<project xmlns="http://maven.apache.org/POM/4.0.0" xmlns:xsi="http://www.w3.org/2001/XMLSchema-instance"
    xsi:schemaLocation="http://maven.apache.org/POM/4.0.0 http://maven.apache.org/xsd/maven-4.0.0.xsd">
    <modelVersion>4.0.0</modelVersion>

    <groupId>com.patrickgrimard</groupId>
    <artifactId>spring-boot-hello-world</artifactId>
    <version>0.0.1-SNAPSHOT</version>
    <packaging>jar</packaging>

    <name>spring-boot-hello-world</name>
    <description>Sample Spring Boot Project</description>

    <parent>
        <groupId>org.springframework.boot</groupId>
        <artifactId>spring-boot-starter-parent</artifactId>
        <version>1.2.5.RELEASE</version>
        <relativePath/> <!-- lookup parent from repository -->
    </parent>

    <properties>
        <project.build.sourceEncoding>UTF-8</project.build.sourceEncoding>
        <java.version>1.8</java.version>
    </properties>

    <dependencies>
        <dependency>
            <groupId>org.springframework.boot</groupId>
            <artifactId>spring-boot-starter-web</artifactId>
        </dependency>

        <dependency>
            <groupId>org.springframework.boot</groupId>
            <artifactId>spring-boot-starter-test</artifactId>
            <scope>test</scope>
        </dependency>
    </dependencies>

    <build>
        <plugins>
            <plugin>
                <groupId>org.springframework.boot</groupId>
                <artifactId>spring-boot-maven-plugin</artifactId>
            </plugin>
        </plugins>
    </build>
</project>

The generated application class

@SpringBootApplication
public class SpringBootHelloWorldApplication {

    public static void main(String[] args) {
        SpringApplication.run(SpringBootHelloWorldApplication.class, args);
    }
}

This class although very simple looking has a lot going on.  First, it’s been annotated with the @SpringBootApplication annotation. This declares the class as a @Configuration class for your application.  You can define additional @Bean definitions in it if you like.  It adds @ComponentScan to locate any other beans you define in your project.  Finally it adds @EnableAutoConfiguration in order to enable automatic configuration of your Spring application context by determining what you have available on your classpath.

Create a REST Controller

The next thing you may want to do at this point is add a controller to your application to handle servlet requests.

@RequestMapping("/api")
@RestController
public class WidgetController {

    @RequestMapping(method = RequestMethod.GET, produces = {MediaType.APPLICATION_JSON_VALUE})
    public Widget index() {
        return new Widget("green", 10, 7);
    }
}

The first annotation on this controller is @RequestMapping("/api") and it tells us that this controller will handle all requests beginning with /api in our application.  The second annotation @RestController tells Spring two things.  First this class is a controller bean that should be managed by Spring and will be picked up by component scanning.  Secondly, all methods inherently use @ResponseBody semantics which means the return value will become the body of our servlet response.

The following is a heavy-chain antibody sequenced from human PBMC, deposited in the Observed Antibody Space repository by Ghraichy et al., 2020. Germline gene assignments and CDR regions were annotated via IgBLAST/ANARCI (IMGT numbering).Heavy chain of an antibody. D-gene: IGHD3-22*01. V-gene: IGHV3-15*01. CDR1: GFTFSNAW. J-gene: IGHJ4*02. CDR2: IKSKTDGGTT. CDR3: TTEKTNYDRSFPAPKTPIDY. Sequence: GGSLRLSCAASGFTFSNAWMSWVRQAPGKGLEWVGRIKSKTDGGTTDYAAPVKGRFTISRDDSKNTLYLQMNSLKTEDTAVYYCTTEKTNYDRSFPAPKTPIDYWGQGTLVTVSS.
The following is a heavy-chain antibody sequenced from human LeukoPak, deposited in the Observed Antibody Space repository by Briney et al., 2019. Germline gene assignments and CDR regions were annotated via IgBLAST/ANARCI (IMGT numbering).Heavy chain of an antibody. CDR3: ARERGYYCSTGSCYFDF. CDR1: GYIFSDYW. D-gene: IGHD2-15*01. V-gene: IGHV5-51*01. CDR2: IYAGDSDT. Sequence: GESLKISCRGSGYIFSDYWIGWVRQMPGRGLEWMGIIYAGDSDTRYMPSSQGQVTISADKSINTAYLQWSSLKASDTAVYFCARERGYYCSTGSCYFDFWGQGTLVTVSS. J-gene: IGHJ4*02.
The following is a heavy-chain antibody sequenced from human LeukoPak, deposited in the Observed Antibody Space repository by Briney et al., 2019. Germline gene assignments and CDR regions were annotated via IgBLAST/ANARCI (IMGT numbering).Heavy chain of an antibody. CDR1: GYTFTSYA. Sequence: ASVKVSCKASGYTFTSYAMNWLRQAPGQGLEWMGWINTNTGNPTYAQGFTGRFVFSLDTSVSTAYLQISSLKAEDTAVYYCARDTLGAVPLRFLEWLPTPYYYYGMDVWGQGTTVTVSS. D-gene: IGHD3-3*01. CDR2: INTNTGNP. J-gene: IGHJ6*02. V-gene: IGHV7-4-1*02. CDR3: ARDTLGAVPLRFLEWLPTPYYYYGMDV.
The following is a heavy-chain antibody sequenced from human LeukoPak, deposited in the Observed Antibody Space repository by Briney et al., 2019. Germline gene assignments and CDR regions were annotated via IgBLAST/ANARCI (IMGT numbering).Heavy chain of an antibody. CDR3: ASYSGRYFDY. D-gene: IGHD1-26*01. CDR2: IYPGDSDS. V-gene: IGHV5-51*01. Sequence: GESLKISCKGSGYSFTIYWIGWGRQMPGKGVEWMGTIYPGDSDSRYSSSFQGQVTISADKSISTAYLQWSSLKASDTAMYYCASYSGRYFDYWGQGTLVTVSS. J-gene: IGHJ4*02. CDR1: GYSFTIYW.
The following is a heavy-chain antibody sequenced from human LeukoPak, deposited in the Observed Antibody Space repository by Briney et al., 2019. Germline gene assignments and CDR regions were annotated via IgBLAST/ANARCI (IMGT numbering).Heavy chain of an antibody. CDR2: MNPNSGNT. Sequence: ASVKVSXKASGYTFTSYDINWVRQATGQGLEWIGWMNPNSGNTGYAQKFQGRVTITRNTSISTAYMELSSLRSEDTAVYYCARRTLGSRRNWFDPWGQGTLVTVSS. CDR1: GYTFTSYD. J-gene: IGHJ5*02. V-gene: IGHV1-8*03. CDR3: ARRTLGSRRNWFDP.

I’ve only defined a single method in this controller responding to the GET HTTP method, and it produces JSON output.  My method merely returns a new instance of the Widget class.  Your controller will return something else that’s related to your business case.

Running your Application

At this point, you can run your application simply by right clicking inside your application class and selecting Run SpringBootHelloWorldApplication.main().  Then browse to http://localhost:8080/api and you’ll see the response from the controller and request mapping we just created.

Wrapping Up!

By now, you should know how to create a new Spring Boot application from scratch using IntelliJ, it’s really quite simple with the introduction of Spring Initializr built into the IDE.  I’ve also provided a very brief introduction to writing a Spring Boot app to get you started.

If you’d like to view the source code of this application, it’s available on Github https://github.com/pgrimard/spring-boot-hello-world.

Posted by Patrick Grimard in Programming, 0 comments
String to Date Conversion with Spring

String to Date Conversion with Spring

Recently I was working on a Spring MVC project.  I had an @RequestMapping where one of the method’s @RequestParam arguments was a java.util.Date type.  I didn’t think much of it as I was writing the method, until when I tested the application, it threw an exception.  I quickly discovered that there’s no String to Date converter registered by default.

public class ApplicationConversionServiceFactoryBean extends FormattingConversionServiceFactoryBean {

  @Override
  protected void installFormatters(FormatterRegistry registry) {
    super.installFormatters(registry);
    registry.addConverter(getStringToDateConverter());
  }

  public Converter<String, Date> getStringToDateConverter() {
    return new Converter<String, Date>() {

      @Override
      public Date convert(String source) {
        SimpleDateFormat sdf = new SimpleDateFormat("yyyy-MM-dd");
        try {
          return sdf.parse(source);
        } catch (ParseException e) {
          return null;
        }
      }
    };
  }
}

And that’s all there is to it.  Simply replace the SimpleDateFormat pattern with the pattern you need in your application, register the conversion service in your MVC config as mentioned in my previous post and voila!

Posted by Patrick Grimard in Programming, 0 comments